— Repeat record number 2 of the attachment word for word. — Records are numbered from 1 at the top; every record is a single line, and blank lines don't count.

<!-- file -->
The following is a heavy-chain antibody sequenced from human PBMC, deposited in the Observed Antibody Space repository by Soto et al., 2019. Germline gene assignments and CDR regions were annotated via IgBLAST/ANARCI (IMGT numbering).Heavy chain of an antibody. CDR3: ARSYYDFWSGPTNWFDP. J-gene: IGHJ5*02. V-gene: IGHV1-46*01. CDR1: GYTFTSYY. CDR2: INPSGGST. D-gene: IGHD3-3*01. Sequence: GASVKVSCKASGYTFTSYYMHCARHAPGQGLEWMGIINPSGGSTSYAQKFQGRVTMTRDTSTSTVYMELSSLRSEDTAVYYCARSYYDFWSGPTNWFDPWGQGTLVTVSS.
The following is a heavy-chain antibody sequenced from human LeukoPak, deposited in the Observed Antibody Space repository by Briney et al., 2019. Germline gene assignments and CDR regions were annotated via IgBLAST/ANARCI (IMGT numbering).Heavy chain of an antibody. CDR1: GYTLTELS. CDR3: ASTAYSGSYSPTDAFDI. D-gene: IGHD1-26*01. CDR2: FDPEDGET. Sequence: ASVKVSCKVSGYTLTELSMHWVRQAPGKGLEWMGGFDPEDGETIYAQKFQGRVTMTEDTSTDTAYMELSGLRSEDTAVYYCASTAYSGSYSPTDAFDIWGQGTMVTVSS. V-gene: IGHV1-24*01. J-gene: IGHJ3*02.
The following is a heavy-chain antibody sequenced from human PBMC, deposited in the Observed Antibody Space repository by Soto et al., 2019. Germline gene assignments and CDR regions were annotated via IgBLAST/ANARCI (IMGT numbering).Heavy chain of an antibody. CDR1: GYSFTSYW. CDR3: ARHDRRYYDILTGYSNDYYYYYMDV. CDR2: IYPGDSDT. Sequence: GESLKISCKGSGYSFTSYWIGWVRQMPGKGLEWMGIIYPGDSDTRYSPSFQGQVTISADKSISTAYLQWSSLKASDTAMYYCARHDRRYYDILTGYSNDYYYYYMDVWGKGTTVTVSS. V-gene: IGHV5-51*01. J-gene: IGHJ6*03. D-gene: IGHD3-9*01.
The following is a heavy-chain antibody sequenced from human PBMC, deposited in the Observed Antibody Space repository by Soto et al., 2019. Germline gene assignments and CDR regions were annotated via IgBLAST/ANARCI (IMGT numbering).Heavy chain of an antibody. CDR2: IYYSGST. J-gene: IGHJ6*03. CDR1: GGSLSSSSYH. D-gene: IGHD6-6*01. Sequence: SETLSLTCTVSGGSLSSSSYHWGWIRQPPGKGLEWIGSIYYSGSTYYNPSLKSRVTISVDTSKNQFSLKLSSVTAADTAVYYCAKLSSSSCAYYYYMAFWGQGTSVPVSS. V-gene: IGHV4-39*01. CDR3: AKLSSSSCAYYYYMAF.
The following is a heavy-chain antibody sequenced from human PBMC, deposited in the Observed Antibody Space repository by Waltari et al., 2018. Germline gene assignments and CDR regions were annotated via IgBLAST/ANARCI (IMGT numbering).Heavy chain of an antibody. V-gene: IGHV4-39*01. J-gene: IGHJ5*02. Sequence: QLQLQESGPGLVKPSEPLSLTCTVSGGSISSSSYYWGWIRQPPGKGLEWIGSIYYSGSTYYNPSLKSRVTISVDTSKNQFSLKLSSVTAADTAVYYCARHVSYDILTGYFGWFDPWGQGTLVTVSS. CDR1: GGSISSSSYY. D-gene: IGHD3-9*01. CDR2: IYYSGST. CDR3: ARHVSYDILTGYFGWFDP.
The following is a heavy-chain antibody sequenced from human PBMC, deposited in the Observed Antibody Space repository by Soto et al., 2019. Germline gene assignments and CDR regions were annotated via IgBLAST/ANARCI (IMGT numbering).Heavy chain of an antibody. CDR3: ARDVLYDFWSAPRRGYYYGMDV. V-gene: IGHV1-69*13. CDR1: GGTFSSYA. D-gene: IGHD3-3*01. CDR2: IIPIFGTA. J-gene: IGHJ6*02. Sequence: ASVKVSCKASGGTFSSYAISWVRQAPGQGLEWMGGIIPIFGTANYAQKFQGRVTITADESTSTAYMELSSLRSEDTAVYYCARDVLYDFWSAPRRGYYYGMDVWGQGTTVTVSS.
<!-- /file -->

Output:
The following is a heavy-chain antibody sequenced from human LeukoPak, deposited in the Observed Antibody Space repository by Briney et al., 2019. Germline gene assignments and CDR regions were annotated via IgBLAST/ANARCI (IMGT numbering).Heavy chain of an antibody. CDR1: GYTLTELS. CDR3: ASTAYSGSYSPTDAFDI. D-gene: IGHD1-26*01. CDR2: FDPEDGET. Sequence: ASVKVSCKVSGYTLTELSMHWVRQAPGKGLEWMGGFDPEDGETIYAQKFQGRVTMTEDTSTDTAYMELSGLRSEDTAVYYCASTAYSGSYSPTDAFDIWGQGTMVTVSS. V-gene: IGHV1-24*01. J-gene: IGHJ3*02.